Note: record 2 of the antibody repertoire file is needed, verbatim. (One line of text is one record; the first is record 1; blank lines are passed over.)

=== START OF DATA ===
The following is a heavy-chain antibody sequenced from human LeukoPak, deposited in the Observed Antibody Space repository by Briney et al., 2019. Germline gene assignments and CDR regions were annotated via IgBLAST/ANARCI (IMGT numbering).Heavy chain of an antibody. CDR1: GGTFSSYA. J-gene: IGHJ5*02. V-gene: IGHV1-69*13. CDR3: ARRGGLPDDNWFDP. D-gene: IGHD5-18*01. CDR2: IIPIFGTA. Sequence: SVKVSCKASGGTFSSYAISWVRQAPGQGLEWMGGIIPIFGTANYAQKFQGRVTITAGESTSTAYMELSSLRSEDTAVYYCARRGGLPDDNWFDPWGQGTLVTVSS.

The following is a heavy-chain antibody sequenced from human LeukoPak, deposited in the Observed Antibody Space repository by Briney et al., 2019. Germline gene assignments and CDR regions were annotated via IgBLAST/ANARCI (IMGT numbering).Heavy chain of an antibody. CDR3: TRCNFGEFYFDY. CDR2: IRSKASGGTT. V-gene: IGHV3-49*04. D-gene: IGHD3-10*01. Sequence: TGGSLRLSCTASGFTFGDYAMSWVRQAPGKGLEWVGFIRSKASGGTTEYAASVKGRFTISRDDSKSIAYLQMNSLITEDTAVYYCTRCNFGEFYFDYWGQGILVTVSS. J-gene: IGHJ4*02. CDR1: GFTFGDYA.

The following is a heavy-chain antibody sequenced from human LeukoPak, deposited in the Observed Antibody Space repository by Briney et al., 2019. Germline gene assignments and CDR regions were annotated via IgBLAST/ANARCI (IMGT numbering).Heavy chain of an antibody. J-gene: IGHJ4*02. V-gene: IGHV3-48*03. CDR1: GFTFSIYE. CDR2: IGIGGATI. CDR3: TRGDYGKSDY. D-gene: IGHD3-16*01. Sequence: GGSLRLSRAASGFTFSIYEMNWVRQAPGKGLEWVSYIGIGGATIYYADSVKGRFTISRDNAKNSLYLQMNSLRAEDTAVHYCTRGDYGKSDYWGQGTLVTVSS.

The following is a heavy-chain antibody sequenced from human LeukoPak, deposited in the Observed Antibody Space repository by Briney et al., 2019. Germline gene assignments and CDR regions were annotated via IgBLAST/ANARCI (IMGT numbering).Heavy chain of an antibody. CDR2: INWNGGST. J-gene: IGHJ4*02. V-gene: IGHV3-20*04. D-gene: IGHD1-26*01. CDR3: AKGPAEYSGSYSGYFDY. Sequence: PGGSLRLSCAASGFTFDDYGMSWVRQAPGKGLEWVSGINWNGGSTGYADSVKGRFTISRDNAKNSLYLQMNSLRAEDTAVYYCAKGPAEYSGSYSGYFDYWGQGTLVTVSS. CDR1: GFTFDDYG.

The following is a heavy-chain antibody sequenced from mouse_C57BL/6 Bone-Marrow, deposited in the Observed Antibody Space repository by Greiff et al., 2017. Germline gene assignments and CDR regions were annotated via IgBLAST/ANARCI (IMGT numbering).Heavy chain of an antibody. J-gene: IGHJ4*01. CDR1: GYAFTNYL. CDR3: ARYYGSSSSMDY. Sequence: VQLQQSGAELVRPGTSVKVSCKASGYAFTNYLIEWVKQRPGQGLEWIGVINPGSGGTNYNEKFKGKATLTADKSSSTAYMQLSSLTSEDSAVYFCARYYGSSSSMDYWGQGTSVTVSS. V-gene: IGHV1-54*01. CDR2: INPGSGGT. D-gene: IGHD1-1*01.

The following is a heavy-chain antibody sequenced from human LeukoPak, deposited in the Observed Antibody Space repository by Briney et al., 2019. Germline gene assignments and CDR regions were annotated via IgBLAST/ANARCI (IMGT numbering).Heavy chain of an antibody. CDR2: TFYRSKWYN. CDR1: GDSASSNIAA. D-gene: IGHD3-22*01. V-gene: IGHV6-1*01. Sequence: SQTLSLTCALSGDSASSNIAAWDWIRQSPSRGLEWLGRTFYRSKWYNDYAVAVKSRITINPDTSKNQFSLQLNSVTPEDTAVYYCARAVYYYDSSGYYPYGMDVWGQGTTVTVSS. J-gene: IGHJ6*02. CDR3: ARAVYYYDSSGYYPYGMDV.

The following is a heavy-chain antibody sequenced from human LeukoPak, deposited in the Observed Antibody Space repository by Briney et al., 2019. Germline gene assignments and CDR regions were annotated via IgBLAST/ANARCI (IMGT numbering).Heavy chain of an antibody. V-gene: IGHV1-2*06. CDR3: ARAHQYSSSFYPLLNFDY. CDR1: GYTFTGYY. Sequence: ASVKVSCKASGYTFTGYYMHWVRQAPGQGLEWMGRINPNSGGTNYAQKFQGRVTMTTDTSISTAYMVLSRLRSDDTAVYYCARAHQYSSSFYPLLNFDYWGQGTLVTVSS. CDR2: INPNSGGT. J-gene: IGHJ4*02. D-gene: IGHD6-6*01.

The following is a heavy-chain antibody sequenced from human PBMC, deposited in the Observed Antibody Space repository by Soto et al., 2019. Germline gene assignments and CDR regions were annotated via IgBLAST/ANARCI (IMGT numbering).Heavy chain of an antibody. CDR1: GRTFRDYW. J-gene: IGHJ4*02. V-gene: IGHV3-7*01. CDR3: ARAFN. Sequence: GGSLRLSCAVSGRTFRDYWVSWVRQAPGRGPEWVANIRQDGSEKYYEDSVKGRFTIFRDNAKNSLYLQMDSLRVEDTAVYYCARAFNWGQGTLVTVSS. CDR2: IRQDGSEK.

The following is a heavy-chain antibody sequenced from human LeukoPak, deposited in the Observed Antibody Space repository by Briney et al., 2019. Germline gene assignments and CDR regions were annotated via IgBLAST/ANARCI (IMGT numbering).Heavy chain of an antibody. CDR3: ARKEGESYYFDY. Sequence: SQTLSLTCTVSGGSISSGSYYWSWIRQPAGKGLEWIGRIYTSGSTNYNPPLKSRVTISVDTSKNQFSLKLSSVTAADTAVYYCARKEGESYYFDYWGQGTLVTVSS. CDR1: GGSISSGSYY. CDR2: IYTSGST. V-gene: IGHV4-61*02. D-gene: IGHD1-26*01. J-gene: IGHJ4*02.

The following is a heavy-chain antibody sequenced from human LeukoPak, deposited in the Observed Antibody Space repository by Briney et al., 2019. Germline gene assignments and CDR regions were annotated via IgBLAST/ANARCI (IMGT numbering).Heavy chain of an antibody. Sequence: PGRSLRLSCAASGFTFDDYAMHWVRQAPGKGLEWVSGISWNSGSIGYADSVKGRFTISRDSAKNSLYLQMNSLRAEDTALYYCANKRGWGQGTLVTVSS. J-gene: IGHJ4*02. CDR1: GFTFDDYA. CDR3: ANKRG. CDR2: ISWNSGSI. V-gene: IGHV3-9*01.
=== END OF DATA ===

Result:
The following is a heavy-chain antibody sequenced from human LeukoPak, deposited in the Observed Antibody Space repository by Briney et al., 2019. Germline gene assignments and CDR regions were annotated via IgBLAST/ANARCI (IMGT numbering).Heavy chain of an antibody. CDR3: TRCNFGEFYFDY. CDR2: IRSKASGGTT. V-gene: IGHV3-49*04. D-gene: IGHD3-10*01. Sequence: TGGSLRLSCTASGFTFGDYAMSWVRQAPGKGLEWVGFIRSKASGGTTEYAASVKGRFTISRDDSKSIAYLQMNSLITEDTAVYYCTRCNFGEFYFDYWGQGILVTVSS. J-gene: IGHJ4*02. CDR1: GFTFGDYA.